After fighting off hordes of Riesling-fuelled Austrians at biannual wine fair VieVinum, Justin Keay decides to visit Domäne Wachau, a wine producer that managed to stand out from the crowd. There he gets to discover a winemaker that is successfully achieving high quality across its range – from top end single vineyard Riesling and Grüner Veltliner to mass market regional blends that are being sold through Lidl.
Austrian wines such as Grüner Veltliner are well known by sommeliers and the wine trade but they need help to get wider consumer acceptance says Domäne Wachau chief Roman Horvath MW.
This year’s VieVinum – the biennial event hosted in Vienna by the Austrian Wine Marketing Board – was an unprecedented success. According to AWMB figures over 1150 wine merchants, sommeliers and journalists attended the 20th anniversary event in early June, meeting some 550 Austrian wine growers.
As this last number suggests, despite efforts to broaden out the focus (this year’s special guest country was Switzerland and there were also producers from central and eastern Europe) VieVinum remains a predominantly Austrian affair. Which is fine; as this year’s annual tasting in London back in February also highlighted, Austrian wine is very much in an up-phase right now, with some fantastic wines being made in pretty much all the regions. Grüner Veltliner is still the star but Riesling is getting better as are the reds, predominantly from Burgenland in the south, made from Blauer Zweigelt and Blaufränkisch.
Any other thoughts? The locale of VieVinum, in the glorious and ornate Hapsburg Palace in the heart of imperial Vienna, remains fantastic but also quite challenging: not only were there vast numbers of wines to taste but the lack of air-conditioning during a heatwave made tasting hard-going. So did the decision, as in previous years, to throw the doors open to the general public. For around €50 a head, locals can come in and taste as much as they liked after midday. And come they did: AWMB figures suggest some “15,000 attendees from nearly 50 countries” were present, but by my rough calculations, most of these were Austrian.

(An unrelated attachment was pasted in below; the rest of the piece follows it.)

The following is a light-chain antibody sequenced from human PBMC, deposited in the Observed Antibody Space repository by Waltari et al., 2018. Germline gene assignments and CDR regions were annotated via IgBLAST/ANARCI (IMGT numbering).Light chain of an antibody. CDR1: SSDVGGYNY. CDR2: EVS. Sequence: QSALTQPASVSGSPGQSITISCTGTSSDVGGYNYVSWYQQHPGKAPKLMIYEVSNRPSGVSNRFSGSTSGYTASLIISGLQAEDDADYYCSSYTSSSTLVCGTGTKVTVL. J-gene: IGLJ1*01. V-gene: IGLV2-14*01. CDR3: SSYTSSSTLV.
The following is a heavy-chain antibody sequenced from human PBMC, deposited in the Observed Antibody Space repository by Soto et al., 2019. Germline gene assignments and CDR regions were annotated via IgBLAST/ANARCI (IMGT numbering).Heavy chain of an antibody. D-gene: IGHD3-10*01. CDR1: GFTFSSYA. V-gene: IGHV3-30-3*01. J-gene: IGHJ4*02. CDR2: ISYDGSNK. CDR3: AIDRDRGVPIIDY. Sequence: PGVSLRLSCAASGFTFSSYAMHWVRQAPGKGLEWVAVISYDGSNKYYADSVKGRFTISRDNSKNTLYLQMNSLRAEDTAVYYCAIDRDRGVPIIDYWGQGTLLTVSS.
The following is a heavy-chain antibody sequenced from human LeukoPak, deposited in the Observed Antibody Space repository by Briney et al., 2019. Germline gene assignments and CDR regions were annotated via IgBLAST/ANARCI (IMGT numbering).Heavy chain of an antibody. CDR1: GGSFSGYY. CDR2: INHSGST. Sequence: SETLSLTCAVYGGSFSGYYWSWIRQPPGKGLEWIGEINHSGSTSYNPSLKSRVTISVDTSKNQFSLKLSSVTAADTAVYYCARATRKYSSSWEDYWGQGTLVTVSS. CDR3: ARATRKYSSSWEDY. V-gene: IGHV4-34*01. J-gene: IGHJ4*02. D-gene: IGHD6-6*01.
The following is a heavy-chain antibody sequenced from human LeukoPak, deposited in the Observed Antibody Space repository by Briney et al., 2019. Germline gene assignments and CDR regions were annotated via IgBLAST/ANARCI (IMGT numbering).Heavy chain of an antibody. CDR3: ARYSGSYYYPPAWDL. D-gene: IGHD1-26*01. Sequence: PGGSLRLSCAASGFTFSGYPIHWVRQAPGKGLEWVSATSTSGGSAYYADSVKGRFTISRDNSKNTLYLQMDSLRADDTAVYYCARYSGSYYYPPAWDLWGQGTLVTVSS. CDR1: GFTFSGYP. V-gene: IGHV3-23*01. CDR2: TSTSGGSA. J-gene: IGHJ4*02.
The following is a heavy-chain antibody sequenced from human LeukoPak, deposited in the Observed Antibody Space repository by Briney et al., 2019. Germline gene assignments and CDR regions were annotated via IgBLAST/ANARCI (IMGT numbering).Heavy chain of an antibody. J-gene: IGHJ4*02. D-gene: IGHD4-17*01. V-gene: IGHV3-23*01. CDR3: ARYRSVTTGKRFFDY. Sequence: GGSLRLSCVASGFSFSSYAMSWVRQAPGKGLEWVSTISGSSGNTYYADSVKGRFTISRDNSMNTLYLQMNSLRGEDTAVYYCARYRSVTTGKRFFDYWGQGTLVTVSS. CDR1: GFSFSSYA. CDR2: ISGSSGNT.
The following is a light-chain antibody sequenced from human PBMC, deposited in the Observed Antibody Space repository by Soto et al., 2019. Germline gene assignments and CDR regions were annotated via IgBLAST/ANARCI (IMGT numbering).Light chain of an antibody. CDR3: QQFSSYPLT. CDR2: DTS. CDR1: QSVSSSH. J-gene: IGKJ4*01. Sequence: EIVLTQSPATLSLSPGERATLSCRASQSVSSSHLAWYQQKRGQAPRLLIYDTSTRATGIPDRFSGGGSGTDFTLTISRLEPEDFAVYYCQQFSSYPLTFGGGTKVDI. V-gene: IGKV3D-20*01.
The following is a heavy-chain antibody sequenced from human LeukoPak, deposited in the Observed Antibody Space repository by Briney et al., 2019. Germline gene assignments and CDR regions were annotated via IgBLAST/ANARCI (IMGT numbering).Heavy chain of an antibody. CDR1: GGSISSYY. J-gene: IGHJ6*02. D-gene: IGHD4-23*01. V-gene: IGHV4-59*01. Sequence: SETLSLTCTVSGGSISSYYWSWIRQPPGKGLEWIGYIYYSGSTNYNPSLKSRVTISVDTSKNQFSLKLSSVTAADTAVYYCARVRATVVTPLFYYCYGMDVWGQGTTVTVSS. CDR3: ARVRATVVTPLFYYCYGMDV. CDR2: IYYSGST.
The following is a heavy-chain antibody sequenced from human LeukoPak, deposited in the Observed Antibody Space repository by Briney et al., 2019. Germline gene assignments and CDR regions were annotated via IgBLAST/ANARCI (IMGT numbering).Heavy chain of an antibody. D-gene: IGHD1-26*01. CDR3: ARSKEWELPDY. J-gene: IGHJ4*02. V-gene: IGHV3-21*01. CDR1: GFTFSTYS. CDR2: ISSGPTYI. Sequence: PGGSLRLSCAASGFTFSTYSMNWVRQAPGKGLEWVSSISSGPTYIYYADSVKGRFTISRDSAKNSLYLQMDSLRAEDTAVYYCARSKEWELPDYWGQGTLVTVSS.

And boy do they want their money’s worth. Getting to some of the more popular tasting tables or to try the wines at the special, multi-country Blaufränkisch tasting took me, depressingly, back to my rugby-playing school days… and I was always lousy in the scrum. This meant much of my serious tasting was reserved for the evening events, notably the get-together on the first night, on the river at SummerStage and at the impressive “The Big Austrian Wine Party” at Kursalon Hübner.
That said, there were lots of highlights including some delicious Riesling from Bründlmayer, Mayer and others, great Grüners from too many producers to mention but including Stift Klosterneuberg; whilst other producers deserving a mention include Pittnauer (for their delicious Pit Nat) and some great Blaufränkisch from Muhr-van der Niepoort. The delicious Gemischter Satz made by a number of producers were well worthwhile, suggesting this traditional multi-variety blend is very much on the way back.
Domäne Wachau stood out from the crowd
Another producer which consistently showed well was Domäne Wachau, so much so that I decided to take a break from busy VieVinum to visit the winery.
Attractively located in the pretty Danube village of Durnstein – best known for the ruined castle where Richard the Lionheart was imprisoned for a year in 1192 during the Crusades – the winery looks unremarkable on first sight. Visitors arrive in the shop where the full extent of the 50+ wines are available, alongside various eau-de-vie and brandies that it also makes. On the hill, looking onto the Danube, is the old historic manor house which is used today for visitor tastings and masterclasses.
However, as anyone who has tasted their wines will attest, Domäne Wachau are no ordinary co-op.